Social Media failed to control islamophobic content: What is the impact of inaction?
Social media continues to turn a blind eye to rising Islamophobia in the world, which is causing increasing discrimination, injustice, and even massacres committed against Muslims.
Violent, anti-Muslim propaganda continues to increase on social media platforms, resulting in threats, aggression, and even genocide against Muslims worldwide. Muslim Advocates has spent years alerting these corporations to anti-Muslim groups and content, but their efforts are limited as long as these firms fail to enforce their content standards. Social media networks have grown far too large, too quickly, and with far too little accountability.
According to the Center for Countering Digital Hate's (CCDH) recent report, 2022, social media networks failed to monitor anti-Muslim content. All major social media platforms, including Facebook, Instagram, TikTok, Twitter, and YouTube, failed to respond to 89 % of reports of anti-Muslim hatred and Islamophobic content.
Previously, in 2019, Facebook, Twitter, and Google pledged to support the Christchurch request to remove terrorist and violent extremist propaganda off the internet. Moreover, the social media conglomerates pledged to remain steadfast in their "commitment to ensuring they do everything they can to combat the hatred and extremism that lead to terrorist violence". But unfortunately, their press releases have proven to be nothing more than hollow promises once again.
Most importantly, the CCDH research indicates 530 posts with unsettling, biased, and degrading information directed at Muslims, including racist jokes, conspiracies, and false claims. These posts have received 25 million views. Although much of the harmful content was immediately recognized, it was still used. For example, users on Instagram, TikTok, and Twitter can use hashtags like #deathtoislam, #islamiscancer, and #ragheadi. At least 1.3 million people saw the content that was distributed through hashtags.
Nearly 5,000 people are members of the Facebook group "Fight against Liberalism, Socialism, and Islam". Because it's a closed group, anything posted there is only viewable to the members. The group argues that Moderate Islam does not exist and invites Facebook users to join the group to learn about Islam and the crimes it is committing.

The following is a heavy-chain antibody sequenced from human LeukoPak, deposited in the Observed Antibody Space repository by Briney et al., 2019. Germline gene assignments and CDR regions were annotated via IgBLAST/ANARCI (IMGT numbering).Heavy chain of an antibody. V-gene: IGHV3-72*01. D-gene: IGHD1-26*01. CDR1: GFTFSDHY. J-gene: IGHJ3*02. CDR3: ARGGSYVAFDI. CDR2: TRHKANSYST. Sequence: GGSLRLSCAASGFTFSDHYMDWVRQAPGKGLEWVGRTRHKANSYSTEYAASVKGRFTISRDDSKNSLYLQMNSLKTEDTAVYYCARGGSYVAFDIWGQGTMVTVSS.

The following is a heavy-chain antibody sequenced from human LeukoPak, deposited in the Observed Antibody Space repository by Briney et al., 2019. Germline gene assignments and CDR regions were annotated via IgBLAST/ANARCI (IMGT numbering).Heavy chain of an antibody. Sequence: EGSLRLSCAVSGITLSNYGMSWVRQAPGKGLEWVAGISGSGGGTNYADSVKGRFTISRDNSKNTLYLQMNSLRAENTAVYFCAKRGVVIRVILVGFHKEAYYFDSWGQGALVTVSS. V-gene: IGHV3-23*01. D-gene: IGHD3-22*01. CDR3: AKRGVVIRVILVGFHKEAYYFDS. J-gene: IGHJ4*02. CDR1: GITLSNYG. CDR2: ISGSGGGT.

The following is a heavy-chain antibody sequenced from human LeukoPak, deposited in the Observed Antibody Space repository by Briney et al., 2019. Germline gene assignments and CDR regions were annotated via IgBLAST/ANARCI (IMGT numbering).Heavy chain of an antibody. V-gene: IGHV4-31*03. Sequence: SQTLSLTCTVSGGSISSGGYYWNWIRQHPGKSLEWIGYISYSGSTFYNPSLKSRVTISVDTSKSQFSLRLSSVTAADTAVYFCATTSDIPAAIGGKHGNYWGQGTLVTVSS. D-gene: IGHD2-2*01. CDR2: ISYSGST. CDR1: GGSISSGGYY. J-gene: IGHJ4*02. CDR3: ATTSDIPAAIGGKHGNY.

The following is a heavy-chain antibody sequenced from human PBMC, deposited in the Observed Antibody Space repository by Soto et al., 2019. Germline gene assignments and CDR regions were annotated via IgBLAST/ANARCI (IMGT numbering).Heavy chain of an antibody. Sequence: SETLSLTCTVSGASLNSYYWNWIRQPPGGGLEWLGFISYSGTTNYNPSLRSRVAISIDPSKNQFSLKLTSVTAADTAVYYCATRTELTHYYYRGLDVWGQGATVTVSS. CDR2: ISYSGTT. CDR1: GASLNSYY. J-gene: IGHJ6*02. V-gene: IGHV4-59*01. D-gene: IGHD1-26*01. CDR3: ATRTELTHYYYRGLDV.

Similarly, Taitz is one of the dozens of Facebook groups in the United States, Canada, Australia, and the United Kingdom dedicated to spreading anti-Muslim hate speech. None of these groups has been removed despite being notified on Facebook. However, the groups are merely one facet of a much larger problem with social media sites failing to address Islamophobia, which exists on Facebook and across the board.
On the other side, YouTube recently deactivated Dr. Israr Ahmed's official account, a well-known Islamic scholar. The channel has about 2.9 million subscribers and has received YouTube Silver and Golden buttons.
Notably, when social media conglomerates fail to respond to hateful and violent content, they know that offline violence is a real possibility. Similarly, anti-Muslim intolerance aims to demean and isolate communities of people who have faced violent threats, attacks, prejudice, and antagonism in the past.
Allowing this content to be pushed and spread on platforms without appropriate interventions and repercussions puts these communities even more at risk by causing social splits, normalizing abusive behaviour, and increasing offline attacks and abuse. Platforms profit from this hatred, cheerfully monetizing material, interactions, and the attention and eyeballs. Hatred is profitable for them.
The conspiracies and racist content foster and maintains anti-Muslim and anti-faith sentiment. It further suppresses these communities and makes it difficult for Muslims to exercise their right to freedom of religion and expression online.
Significantly, big tech's reluctance to respond to anti-Muslim bigotry fosters an environment that limits freedom of expression and pushes marginalized people off platforms while allowing white supremacist, extremist, and biased content to thrive and give record profits to their stockholders.
Legislators, regulators, and civil society no longer trust social media corporations when they say they would combat extremism and hate speech. Failures that are systemic and unregulated, such as those documented in this research, must be remedied, and technology corporations must be held accountable.
Even though Meta has been sued for failing to respond to anti-Muslim attacks on their platforms by victims of the Rohingya massacre, Facebook has failed to act on 94% of the messages in this sample. The current situation is insufficient to encourage technology companies to seriously take their obligations to Muslim communities and other groups.
There is a need for transparency on algorithms (which determine which content gets amplified and which isn't), community standards enforcement (which rules are implemented and when), the economy, and advertising, which make up the bulk of revenues for social media platforms. In addition, the social media platforms must be held accountable for the impact of content they monetize on an individual, communal, and national level.
The ability to hold social media CEOs accountable for their actions as administrators of platforms with great power over discourse and equity in user experience for underrepresented communities is also needed to cater to Islamophobic content (CCDH, 2022). What we do online influences every aspect of our lives and significantly impacts our societies, democracies, and planet. Therefore, we must address what is going on online to address major challenges.